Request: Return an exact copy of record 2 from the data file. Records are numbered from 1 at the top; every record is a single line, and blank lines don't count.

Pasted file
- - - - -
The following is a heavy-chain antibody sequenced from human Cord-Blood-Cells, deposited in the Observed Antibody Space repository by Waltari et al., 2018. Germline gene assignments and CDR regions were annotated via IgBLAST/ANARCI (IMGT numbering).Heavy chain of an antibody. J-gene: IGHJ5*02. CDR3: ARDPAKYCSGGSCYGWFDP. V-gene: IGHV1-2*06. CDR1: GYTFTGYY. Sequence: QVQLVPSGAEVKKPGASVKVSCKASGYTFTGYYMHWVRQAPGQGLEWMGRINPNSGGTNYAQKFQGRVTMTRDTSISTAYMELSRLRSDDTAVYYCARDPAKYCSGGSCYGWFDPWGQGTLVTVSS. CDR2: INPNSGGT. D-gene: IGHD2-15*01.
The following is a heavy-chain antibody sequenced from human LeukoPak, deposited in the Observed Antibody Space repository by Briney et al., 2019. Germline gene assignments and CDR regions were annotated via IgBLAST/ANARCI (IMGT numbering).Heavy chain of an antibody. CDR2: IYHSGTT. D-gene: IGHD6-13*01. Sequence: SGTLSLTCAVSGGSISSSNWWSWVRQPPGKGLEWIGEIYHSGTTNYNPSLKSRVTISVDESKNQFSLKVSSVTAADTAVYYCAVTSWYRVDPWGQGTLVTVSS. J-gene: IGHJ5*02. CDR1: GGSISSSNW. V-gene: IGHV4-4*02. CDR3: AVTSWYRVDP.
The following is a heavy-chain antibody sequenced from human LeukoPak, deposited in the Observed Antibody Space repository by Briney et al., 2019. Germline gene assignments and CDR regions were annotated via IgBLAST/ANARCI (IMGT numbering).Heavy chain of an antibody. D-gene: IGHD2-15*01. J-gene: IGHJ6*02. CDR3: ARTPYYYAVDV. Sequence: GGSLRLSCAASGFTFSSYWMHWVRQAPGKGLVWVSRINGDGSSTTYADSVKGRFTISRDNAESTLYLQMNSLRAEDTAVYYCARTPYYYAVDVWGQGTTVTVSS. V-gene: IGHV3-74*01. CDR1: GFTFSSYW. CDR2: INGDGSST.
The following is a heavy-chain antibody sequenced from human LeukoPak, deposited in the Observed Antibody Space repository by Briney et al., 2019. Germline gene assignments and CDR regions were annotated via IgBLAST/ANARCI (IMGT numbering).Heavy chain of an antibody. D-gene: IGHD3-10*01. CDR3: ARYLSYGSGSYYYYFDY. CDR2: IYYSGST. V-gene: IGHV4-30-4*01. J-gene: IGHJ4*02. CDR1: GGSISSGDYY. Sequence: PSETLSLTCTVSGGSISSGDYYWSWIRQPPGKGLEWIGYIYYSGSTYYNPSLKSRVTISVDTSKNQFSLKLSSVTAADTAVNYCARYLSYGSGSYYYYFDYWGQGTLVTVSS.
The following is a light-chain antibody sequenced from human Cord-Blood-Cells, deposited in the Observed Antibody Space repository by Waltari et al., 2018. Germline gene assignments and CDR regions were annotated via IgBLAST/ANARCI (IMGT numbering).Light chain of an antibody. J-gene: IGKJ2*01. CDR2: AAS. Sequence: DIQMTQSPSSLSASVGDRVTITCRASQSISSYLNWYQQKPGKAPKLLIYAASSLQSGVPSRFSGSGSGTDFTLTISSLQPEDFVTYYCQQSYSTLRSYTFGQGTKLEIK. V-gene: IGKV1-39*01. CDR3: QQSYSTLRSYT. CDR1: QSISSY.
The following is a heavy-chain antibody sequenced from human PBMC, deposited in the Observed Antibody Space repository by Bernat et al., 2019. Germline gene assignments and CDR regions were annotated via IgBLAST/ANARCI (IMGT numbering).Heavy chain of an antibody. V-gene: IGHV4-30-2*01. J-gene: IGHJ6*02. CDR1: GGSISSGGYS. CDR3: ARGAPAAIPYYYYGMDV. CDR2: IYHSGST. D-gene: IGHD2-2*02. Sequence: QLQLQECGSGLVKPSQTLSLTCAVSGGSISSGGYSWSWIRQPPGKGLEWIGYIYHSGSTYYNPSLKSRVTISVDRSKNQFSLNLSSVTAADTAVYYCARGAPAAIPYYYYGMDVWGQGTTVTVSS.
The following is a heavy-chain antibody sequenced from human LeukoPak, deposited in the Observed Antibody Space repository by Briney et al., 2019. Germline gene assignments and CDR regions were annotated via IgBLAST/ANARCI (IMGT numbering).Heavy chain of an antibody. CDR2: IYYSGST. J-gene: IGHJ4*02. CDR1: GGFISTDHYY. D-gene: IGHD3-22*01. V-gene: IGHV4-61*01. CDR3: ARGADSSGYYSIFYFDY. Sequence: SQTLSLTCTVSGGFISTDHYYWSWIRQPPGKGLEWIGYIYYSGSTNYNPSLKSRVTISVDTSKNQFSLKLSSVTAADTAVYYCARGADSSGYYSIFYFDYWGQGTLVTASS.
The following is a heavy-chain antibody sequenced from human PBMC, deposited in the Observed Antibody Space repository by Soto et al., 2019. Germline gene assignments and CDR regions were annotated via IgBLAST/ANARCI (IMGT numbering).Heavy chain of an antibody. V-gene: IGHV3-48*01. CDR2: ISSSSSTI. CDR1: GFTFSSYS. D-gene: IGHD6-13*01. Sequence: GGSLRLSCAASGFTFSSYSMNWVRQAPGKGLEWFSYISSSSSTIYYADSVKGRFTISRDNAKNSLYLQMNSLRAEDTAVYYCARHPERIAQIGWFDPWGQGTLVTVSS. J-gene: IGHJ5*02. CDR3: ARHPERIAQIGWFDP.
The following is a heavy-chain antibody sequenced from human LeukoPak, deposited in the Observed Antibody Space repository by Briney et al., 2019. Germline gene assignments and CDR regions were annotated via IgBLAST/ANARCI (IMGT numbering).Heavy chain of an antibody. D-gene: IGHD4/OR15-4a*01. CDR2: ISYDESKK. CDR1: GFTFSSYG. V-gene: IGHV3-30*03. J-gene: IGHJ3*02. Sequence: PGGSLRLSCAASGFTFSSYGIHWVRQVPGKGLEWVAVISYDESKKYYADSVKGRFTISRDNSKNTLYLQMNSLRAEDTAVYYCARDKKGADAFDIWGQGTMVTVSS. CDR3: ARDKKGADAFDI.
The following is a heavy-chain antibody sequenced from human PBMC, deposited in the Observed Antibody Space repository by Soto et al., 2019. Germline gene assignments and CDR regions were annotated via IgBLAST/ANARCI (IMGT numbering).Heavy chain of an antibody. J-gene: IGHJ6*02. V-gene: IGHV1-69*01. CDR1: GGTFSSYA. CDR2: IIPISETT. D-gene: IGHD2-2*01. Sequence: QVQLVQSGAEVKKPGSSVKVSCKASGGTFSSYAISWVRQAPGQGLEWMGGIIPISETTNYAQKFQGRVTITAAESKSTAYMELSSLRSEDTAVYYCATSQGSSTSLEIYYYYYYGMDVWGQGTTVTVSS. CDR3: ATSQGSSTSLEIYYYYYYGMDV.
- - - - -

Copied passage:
The following is a heavy-chain antibody sequenced from human LeukoPak, deposited in the Observed Antibody Space repository by Briney et al., 2019. Germline gene assignments and CDR regions were annotated via IgBLAST/ANARCI (IMGT numbering).Heavy chain of an antibody. CDR2: IYHSGTT. D-gene: IGHD6-13*01. Sequence: SGTLSLTCAVSGGSISSSNWWSWVRQPPGKGLEWIGEIYHSGTTNYNPSLKSRVTISVDESKNQFSLKVSSVTAADTAVYYCAVTSWYRVDPWGQGTLVTVSS. J-gene: IGHJ5*02. CDR1: GGSISSSNW. V-gene: IGHV4-4*02. CDR3: AVTSWYRVDP.